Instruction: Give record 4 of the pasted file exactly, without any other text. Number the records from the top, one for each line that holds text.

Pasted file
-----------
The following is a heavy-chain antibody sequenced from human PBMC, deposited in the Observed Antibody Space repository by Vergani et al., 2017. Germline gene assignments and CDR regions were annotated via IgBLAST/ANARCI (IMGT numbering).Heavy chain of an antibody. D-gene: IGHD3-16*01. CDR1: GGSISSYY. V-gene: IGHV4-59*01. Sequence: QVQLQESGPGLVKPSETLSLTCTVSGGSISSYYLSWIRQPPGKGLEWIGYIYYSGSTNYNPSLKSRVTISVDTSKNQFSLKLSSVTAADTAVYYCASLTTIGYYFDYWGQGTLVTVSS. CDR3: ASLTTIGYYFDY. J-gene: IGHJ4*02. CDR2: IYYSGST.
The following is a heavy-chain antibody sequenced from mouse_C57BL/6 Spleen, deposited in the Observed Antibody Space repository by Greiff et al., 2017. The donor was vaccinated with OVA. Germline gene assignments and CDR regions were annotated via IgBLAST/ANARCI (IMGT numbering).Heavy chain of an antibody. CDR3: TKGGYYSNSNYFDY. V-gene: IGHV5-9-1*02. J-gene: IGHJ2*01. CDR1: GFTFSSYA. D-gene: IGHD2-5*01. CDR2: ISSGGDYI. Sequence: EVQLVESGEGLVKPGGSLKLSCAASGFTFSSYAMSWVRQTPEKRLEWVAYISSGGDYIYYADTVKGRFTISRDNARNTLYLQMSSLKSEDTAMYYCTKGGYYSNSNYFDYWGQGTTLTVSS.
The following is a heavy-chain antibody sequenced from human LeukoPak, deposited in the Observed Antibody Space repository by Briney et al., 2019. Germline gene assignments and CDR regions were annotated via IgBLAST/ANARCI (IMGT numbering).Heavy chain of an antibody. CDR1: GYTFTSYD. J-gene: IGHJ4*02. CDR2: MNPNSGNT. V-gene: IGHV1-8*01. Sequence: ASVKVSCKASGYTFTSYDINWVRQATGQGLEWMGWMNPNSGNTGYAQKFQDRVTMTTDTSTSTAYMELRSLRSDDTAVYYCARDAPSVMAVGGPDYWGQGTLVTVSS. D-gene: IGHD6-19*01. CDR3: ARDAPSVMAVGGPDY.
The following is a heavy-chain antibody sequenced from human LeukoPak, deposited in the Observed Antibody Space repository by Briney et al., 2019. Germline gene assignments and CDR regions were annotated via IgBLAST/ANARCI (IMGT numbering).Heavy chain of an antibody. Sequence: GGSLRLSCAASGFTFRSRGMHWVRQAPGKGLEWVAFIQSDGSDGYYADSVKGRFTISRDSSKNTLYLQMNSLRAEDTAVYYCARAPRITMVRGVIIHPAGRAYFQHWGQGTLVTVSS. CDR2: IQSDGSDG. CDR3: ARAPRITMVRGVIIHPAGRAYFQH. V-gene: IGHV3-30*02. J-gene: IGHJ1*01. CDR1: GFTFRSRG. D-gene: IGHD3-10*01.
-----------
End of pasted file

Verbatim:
The following is a heavy-chain antibody sequenced from human LeukoPak, deposited in the Observed Antibody Space repository by Briney et al., 2019. Germline gene assignments and CDR regions were annotated via IgBLAST/ANARCI (IMGT numbering).Heavy chain of an antibody. Sequence: GGSLRLSCAASGFTFRSRGMHWVRQAPGKGLEWVAFIQSDGSDGYYADSVKGRFTISRDSSKNTLYLQMNSLRAEDTAVYYCARAPRITMVRGVIIHPAGRAYFQHWGQGTLVTVSS. CDR2: IQSDGSDG. CDR3: ARAPRITMVRGVIIHPAGRAYFQH. V-gene: IGHV3-30*02. J-gene: IGHJ1*01. CDR1: GFTFRSRG. D-gene: IGHD3-10*01.